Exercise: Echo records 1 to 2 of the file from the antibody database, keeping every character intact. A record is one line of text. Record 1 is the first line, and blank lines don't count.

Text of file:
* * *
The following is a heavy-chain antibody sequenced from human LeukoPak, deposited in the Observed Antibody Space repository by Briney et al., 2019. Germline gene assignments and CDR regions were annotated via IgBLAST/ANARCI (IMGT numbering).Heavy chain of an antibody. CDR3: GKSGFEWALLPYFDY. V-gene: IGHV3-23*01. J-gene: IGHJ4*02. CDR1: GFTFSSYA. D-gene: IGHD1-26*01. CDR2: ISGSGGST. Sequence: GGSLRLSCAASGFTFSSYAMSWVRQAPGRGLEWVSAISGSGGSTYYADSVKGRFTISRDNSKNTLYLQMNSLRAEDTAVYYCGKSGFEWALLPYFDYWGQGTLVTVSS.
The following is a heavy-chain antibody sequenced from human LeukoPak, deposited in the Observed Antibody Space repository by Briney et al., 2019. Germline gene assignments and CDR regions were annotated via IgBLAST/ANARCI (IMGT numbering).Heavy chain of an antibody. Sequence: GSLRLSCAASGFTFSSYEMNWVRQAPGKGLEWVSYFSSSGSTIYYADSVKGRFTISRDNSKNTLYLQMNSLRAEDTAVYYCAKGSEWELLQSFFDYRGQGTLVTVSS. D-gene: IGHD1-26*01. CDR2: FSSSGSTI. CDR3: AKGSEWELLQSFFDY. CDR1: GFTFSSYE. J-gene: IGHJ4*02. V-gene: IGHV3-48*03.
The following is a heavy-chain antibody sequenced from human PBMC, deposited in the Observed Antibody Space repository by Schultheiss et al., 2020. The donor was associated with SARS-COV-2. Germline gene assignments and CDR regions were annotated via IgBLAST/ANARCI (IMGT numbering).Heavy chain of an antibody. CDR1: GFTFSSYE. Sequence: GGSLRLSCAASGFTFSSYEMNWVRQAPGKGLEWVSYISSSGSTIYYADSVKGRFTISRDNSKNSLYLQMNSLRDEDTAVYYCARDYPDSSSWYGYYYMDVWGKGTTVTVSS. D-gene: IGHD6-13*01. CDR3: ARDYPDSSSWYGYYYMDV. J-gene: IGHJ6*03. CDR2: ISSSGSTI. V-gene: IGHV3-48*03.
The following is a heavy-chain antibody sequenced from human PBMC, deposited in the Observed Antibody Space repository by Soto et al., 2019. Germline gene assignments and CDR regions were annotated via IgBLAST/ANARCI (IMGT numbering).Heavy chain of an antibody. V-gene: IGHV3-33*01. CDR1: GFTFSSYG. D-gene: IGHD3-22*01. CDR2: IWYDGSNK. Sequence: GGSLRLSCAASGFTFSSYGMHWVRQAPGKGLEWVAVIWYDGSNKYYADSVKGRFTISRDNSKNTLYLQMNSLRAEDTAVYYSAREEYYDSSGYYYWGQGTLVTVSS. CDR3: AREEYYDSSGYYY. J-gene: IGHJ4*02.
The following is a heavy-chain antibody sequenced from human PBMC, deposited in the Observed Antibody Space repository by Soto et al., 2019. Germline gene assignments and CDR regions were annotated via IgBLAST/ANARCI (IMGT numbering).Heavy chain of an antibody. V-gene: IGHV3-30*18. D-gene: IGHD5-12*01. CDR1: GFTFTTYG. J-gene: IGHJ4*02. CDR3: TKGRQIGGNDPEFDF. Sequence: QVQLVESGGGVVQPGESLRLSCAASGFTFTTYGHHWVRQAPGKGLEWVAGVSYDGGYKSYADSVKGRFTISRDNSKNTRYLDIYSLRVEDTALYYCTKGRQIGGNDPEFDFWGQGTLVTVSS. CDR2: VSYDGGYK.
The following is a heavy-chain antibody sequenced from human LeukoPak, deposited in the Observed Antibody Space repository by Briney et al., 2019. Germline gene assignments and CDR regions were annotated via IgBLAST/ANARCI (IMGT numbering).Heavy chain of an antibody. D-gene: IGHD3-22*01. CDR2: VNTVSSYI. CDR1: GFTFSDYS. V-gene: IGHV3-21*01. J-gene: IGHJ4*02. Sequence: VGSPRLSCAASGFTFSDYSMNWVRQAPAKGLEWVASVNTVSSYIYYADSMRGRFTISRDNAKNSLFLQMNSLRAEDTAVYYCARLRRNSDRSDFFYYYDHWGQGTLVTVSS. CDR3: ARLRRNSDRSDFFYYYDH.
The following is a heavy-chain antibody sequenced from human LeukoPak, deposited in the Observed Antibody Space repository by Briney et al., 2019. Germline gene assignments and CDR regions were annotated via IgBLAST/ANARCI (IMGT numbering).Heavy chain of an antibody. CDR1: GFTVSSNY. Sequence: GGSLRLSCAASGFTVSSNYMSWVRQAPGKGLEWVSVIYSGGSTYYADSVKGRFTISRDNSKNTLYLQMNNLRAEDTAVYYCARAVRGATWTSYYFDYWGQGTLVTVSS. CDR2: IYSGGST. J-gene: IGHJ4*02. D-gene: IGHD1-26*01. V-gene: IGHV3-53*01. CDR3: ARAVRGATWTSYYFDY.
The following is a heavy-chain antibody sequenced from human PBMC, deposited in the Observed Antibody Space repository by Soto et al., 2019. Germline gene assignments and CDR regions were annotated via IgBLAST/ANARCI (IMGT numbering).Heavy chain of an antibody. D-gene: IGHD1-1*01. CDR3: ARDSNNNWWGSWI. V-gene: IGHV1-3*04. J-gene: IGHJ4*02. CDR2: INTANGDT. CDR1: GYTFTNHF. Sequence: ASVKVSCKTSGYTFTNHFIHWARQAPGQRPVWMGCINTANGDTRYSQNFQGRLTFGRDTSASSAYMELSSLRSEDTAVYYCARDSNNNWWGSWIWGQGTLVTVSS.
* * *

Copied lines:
The following is a heavy-chain antibody sequenced from human LeukoPak, deposited in the Observed Antibody Space repository by Briney et al., 2019. Germline gene assignments and CDR regions were annotated via IgBLAST/ANARCI (IMGT numbering).Heavy chain of an antibody. CDR3: GKSGFEWALLPYFDY. V-gene: IGHV3-23*01. J-gene: IGHJ4*02. CDR1: GFTFSSYA. D-gene: IGHD1-26*01. CDR2: ISGSGGST. Sequence: GGSLRLSCAASGFTFSSYAMSWVRQAPGRGLEWVSAISGSGGSTYYADSVKGRFTISRDNSKNTLYLQMNSLRAEDTAVYYCGKSGFEWALLPYFDYWGQGTLVTVSS.
The following is a heavy-chain antibody sequenced from human LeukoPak, deposited in the Observed Antibody Space repository by Briney et al., 2019. Germline gene assignments and CDR regions were annotated via IgBLAST/ANARCI (IMGT numbering).Heavy chain of an antibody. Sequence: GSLRLSCAASGFTFSSYEMNWVRQAPGKGLEWVSYFSSSGSTIYYADSVKGRFTISRDNSKNTLYLQMNSLRAEDTAVYYCAKGSEWELLQSFFDYRGQGTLVTVSS. D-gene: IGHD1-26*01. CDR2: FSSSGSTI. CDR3: AKGSEWELLQSFFDY. CDR1: GFTFSSYE. J-gene: IGHJ4*02. V-gene: IGHV3-48*03.